One bondholder made it clear that she had no intention to go along with Huntington’s proposal. “C.P. Huntington and his friends among the bondholders of the Houston and Texas Central Railroad Company had a meeting yesterday whereat a reorganization scheme was endorsed. Mrs. Hetty Green, however, was an absentee,” the Times noted on December 16, 1887. “She owns something over $1,000,000 worth of the company’s bonds and Mr. Huntington’s offer doesn’t suit her. The Huntington contingent say they do not care whether Mrs. Green assents or not; they can go right along and reorganize the company without her. Other big men have talked in just this way about Mrs. Green in times past, but somehow she usually contrives to come out ahead whenever the fighting notion strikes her.”
Wall Street observers licked their lips at the prospect of a battle between Hetty and Huntington. “Wall street men, usually very gallant where women are concerned, have no very great liking for Mrs. Green and her close business methods,” the New York Worldreported on May 27, 1887, “but on the other hand they are not particularly in love with Mr. Huntington, whose genius for driving a bargain is a matter of common fame; so they will watch this contest with impartiality, but with intense and lively interest.”
A committee of increasingly nervous bondholders met over several months to try to hash out a compromise that would earn better terms than what Huntington had proposed. Hetty sent as her representative William J. Quinlan Jr., cashier for the Chemical National Bank. The bondholders, not content to deal just with Hetty’s representative, made several pilgrimages to see her at the bank, hoping she would join them in reaching a compromise before the railroad failed.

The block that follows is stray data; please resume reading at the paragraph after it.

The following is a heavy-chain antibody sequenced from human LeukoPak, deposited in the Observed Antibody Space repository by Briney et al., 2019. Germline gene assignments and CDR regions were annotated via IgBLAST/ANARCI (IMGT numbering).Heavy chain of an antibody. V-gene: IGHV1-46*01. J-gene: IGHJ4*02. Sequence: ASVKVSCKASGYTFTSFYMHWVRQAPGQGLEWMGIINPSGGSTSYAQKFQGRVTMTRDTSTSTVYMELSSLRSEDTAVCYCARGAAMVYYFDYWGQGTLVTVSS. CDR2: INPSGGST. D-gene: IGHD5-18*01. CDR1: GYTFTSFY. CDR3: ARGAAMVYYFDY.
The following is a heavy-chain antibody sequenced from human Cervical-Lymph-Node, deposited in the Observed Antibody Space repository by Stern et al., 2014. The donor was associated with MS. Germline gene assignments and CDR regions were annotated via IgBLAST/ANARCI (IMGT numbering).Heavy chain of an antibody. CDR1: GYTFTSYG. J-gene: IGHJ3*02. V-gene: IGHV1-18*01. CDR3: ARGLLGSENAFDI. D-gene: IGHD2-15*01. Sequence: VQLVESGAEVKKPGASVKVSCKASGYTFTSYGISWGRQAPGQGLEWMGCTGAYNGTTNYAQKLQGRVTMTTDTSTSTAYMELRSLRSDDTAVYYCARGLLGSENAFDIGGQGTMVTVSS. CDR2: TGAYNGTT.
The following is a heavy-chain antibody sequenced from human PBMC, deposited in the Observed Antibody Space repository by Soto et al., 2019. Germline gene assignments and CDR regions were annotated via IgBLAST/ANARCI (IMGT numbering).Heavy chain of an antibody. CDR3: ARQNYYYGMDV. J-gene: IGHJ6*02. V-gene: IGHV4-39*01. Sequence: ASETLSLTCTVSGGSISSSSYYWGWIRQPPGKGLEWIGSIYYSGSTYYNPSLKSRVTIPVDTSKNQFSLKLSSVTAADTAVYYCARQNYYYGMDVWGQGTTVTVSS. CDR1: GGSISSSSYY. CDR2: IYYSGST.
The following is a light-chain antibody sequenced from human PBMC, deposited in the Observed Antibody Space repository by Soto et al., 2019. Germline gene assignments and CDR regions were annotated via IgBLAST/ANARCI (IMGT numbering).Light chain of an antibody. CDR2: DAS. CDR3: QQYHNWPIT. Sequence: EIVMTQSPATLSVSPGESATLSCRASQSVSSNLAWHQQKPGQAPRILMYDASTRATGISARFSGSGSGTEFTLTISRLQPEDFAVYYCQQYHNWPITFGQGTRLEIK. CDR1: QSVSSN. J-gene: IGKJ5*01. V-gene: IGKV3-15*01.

Whether Hetty gave her outright promise or merely intimated that she would go along, the committee members believed they had a unified front. They hashed out a compromise with Huntington, essentially going along with his demands. Amid rumors of the agreement, Houston and Texas Central stock rose to $40 per share, its highest level in ages. That was good news for Huntington, who had scooped up loads of shares at around $10. But no sooner had the bondholders announced the resolution, in May 1887, than Hetty made an announcement of her own. She had changed her mind. Was that not, she said sweetly, a woman’s prerogative? If Huntington and his crowd wanted her cooperation, they would have to come directly to her.
As word spread of Hetty’s refusal—presaging more months of haggling and delays—the stock sagged like a leaky balloon, back down toward $10. Huntington, who had broken more than a few tough men on his climb to success, watched in cold fury as the value of his securities sank and his broad plans for Texas stalled, all because of this … woman.
The bondholders, meanwhile, professed themselves to be stunned by Hetty’s duplicity. “Members of the Committee … use a stronger term than ‘changed her mind.’ They say she ‘deliberately broke her promise,’ and while disinclined to make a public attack upon a woman, did not disguise their disgust at her conduct,” the World reported the following Friday. “Her action, it was declared, was indefensible, and Mrs. Green’s action two years ago in withdrawing her half-million-dollar deposit with John J. Cisco, which many believe was the immediate cause of the failure of that old-established house, was recalled.”
What did Hetty care? If being noble and honorable meant getting swindled by Collis Huntington, the other bondholders could keep their nobility and honor. Edward Mott Robinson hadn’t waited around, like other sentimental fools, while his fortune trickled away with the demise of the whaling industry. His daughter wasn’t about to go down with the bondholders. Just as she had during the Georgia Central takeover battle a year earlier, Hetty had maneuvered herself into the position she wanted—the third point on the triangle, watching everybody sweat. She prolonged the negotiations with Huntington’s representatives for another eleven months. At last, in April 1888, she consented to the reorganization. Just what Huntington was forced to yield was kept a tightly held secret. The World noted: “It was generally believed that she had carried her point.”
But all of this had been merely a prelude. Now that Ned was full-grown and trained, he was ready to head for Texas. Together, they would make some real trouble for their adversary.